It is much easier for a suitably skilled R&D Tax Incentive consultant to learn enough about a clients R&D than it is for the client to learn enough about the R&D Tax Incentive requirements. The problems start when the consultant is not suitably skilled (technically), and the client takes a ‘hands-off’ approach dealing with the consultant.
Extracting the essence of your R&D and presenting it in simple terms to a layperson outside the company is a skill that a good R&D Tax Incentive consultant should have. Unfortunately, this is not a strong skill with many R&D Tax Incentive consultancies. If this applies to your situation, then you will have to pay closer attention to reviewing the AusIndustry application before it is submitted.
Why STEM qualifications?
A good R&D Tax Incentive consultant will have solid technical skills, experience in R&D in Industry, and sound STEM (Science, Technology, Engineering and Maths) qualifications. Do not use a consultant without these skills, for reasons explained below.
These skills will allow the consultant to extract the key points from your claimed R&D and present this information in the most effective context to show compliance. The consultant will be looking for:
- Technical/knowledge gaps that required the R&D
- Your theories and strategies for tackling those technical gaps
- What experiments you ran to test your theories
- Results from these experiments and what those results said about your theories – confirmed or not
What AusIndustry wants to see is a systematic progression of work involving the elements noted above.
The consultant will be presenting this information in an easy to follow Narrative that allows the AusIndustry reviewer to follow along and efficiently tick off the R&DTI requirements, without requiring additional information.
The more roadblocks you put in the way of the AusIndustry reviewer (lack of information, requirements not addressed, hard to follow explanation), the higher the risk that the reviewer will start questioning your application.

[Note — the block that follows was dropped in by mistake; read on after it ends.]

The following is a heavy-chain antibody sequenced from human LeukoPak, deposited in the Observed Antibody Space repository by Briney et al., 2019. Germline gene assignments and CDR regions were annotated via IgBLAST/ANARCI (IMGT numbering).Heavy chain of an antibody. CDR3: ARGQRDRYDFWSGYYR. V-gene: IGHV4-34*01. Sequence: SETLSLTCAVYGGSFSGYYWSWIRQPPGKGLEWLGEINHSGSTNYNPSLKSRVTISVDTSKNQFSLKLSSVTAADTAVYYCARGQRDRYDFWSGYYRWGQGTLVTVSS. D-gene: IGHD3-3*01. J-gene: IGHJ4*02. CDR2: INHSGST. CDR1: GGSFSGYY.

Without technical skills and STEM qualifications, your consultant will struggle to explain the connection between the elements noted above and the connection with the R&DTI requirements. The result is often an incoherent and confusing explanation that the AusIndustry reviewer will find enormously frustrating. Deliberately obscuring your explanation to cover up the lack of eligible R&D is also a bad idea.
These technical skills will also allow the consultant to know when they don’t have enough of an understanding of your claimed R&D, and when to ask for additional information or clarification. It also means that they know the right questions to ask and can minimize the impact on your time (see R&D consultant understand your R&D?)
You may think that without knowledge of your industry (or your R&D domain) that technical experience and STEM qualifications may be of limited use. However, you will be surprised how much a good consultant will understand, and how far good analytical skills will take them.
A poor Tax Incentive consultant may not even realise that their technical explanation of your R&D in the R&DTI application doesn’t make sense. This is particularly true when the consultant has just taken your own words and used them out of context or has joined passages of text in ways that don’t make sense. This is, unfortunately, all too common.
Yes, a competent consultant will ask you to review the application before it is submitted. However, a good consultant will be confident that the explanation should basically make sense, and that they are asking you to check that they haven’t gotten some of the details wrong.